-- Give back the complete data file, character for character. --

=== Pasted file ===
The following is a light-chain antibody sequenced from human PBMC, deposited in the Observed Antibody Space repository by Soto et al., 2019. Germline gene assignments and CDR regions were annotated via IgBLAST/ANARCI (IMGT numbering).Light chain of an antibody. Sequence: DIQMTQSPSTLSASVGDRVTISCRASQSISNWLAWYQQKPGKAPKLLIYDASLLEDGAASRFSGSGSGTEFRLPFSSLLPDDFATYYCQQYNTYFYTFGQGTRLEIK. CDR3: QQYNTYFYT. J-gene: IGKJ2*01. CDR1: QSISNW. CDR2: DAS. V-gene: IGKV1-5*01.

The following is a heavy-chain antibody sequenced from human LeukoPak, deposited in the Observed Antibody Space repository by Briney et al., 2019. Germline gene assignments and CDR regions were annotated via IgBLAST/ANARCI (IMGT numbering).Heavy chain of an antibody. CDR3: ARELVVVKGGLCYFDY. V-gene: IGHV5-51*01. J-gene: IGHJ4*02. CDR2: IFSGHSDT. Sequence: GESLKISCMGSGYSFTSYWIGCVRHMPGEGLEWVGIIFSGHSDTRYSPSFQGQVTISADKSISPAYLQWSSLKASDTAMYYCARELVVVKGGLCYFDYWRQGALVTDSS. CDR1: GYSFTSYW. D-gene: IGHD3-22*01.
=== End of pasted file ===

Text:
The following is a light-chain antibody sequenced from human PBMC, deposited in the Observed Antibody Space repository by Soto et al., 2019. Germline gene assignments and CDR regions were annotated via IgBLAST/ANARCI (IMGT numbering).Light chain of an antibody. Sequence: DIQMTQSPSTLSASVGDRVTISCRASQSISNWLAWYQQKPGKAPKLLIYDASLLEDGAASRFSGSGSGTEFRLPFSSLLPDDFATYYCQQYNTYFYTFGQGTRLEIK. CDR3: QQYNTYFYT. J-gene: IGKJ2*01. CDR1: QSISNW. CDR2: DAS. V-gene: IGKV1-5*01.

The following is a heavy-chain antibody sequenced from human LeukoPak, deposited in the Observed Antibody Space repository by Briney et al., 2019. Germline gene assignments and CDR regions were annotated via IgBLAST/ANARCI (IMGT numbering).Heavy chain of an antibody. CDR3: ARELVVVKGGLCYFDY. V-gene: IGHV5-51*01. J-gene: IGHJ4*02. CDR2: IFSGHSDT. Sequence: GESLKISCMGSGYSFTSYWIGCVRHMPGEGLEWVGIIFSGHSDTRYSPSFQGQVTISADKSISPAYLQWSSLKASDTAMYYCARELVVVKGGLCYFDYWRQGALVTDSS. CDR1: GYSFTSYW. D-gene: IGHD3-22*01.